Tuesday, December 13, 2016

Solving a basing conundrum - GNW Russians




The original and traditional idea which of course, works!


I was very much looking forward to this task but at the same time had some trepidation. I worked hard on the painting, I loved the sculpts and the poses yet putting them all together in a unit presented some challenges.


Marginal bayonet overhang - still a nightmare for my OCD


From a slightly different angle




The chaps thrusting their bayonets forward instinctively look like they should be in the front rank yet giving them the space to do this meant that the entire unit would either have to be compressed towards the back of the base or I have to look my figure basing demon straight in the eye and have precious and potentially fragile bayonets overhanging the front lip of the base.


Front of base, regular bayonet wall, 3 ranks all on 60mm






Two musketeer stands together


Looking neater....




Damage and distortion would be almost inevitable - disproportionate heartache for an anally retentive soul such as mine.

Then, just as I was puzzling this through, I got an e-mail question from one of the Blog followers with the question - how was I going to do it? Serendipitously timed, I decided to mock up a couple of iterations to see what worked best. My final choice scores for me on four counts and does not on one. I think the result is a very good compromise.


Another angle and without the pikes

I can see alternative solutions when basing the unit again and going for a more irregular and combat disrupted appearance. For now though I believe this set up scores positive as follows:

1. Regularity of the bayonet wall.

2. Alignment with the front ran of pikemen.

3. Front 'ready' men appear to be protecting their second rank 'thrusting' comrades.

4. Enough space at the back of the base to place supernumaries on the two musketeer wings.

Incomplete but taking shape

My only regret I have mitigated somewhat. The full animation an visibility of the thrusting model is somewhat hidden by his place in the second rank but, by having him on the end of the row on both flanks his pose is visible plainly.

Next time I will jumble the poses up as if the are some disordered on contact.

Will be good to see what others do with these poses. The figures are now available for pre order:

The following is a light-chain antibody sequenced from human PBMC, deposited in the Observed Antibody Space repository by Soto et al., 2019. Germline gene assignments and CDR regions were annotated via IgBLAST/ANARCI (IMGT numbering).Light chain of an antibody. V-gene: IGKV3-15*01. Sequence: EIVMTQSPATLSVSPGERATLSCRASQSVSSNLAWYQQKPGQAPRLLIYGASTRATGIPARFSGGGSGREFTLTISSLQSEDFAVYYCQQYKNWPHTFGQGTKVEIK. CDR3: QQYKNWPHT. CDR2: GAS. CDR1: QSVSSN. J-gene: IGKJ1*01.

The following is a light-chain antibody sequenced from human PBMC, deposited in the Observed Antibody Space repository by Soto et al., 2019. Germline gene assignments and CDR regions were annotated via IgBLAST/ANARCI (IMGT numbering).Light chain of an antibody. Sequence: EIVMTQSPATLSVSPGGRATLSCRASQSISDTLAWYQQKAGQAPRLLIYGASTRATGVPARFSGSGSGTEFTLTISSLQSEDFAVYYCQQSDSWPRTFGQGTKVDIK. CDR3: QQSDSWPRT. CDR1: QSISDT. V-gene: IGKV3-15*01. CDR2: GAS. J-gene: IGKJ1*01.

Code R10.

10 comments:

  1. Why not keep the same frontage as usual, but go for a deeper base to protect the bayonets. That's what I ended up doing with my Warfare Swedes.

    Jim

    ReplyDelete
    Replies
    1. Yup, yours look great Jim, I like deep bases but I have based so much of my collection on 60 x 60mm now that shifting the base depth would create inconsistency designed to irritate my OCD!

      Delete
    2. But is said inconsistency worth it to get the best visual effect of the bayonet wall in your first few images?

      I'm having to do much the same with Jim's beautiful Hessians, because I'd rather deal with super-deep (80mm) bases then have bayonets break off.

      Delete
    3. Well We'll see Robert.. I have an endless supply of Russians to experiment with!

      Delete
  2. Looking very good, is this a new green for the russian? Looks lighter.

    ReplyDelete
    Replies
    1. Yes, lighter than the previous Russians I painted, it is a 3 paint mix of Vallejo colours. I could have washed it down in a dark green wash/ink which would have toned it back but I thought I'd just leave it for a bit of variety in the army.

      Delete
  3. What size of bases are you using Barry?

    ReplyDelete
  4. They really look excellent, just love the poses.

    ReplyDelete
  5. I guess for me with a mix of cool looking figures doing stuff; maybe spread the action over different groups doing different things; preparing for a charge - thus bayonets at the ready to a firing line - thus reloading and firing. I would think in this perspective you can adjust the figures to lay deep or in the middle still using your basing. Then the action of the pikes following suite for preparing for a charge or standing-by while the musketeers are firing.

    ReplyDelete

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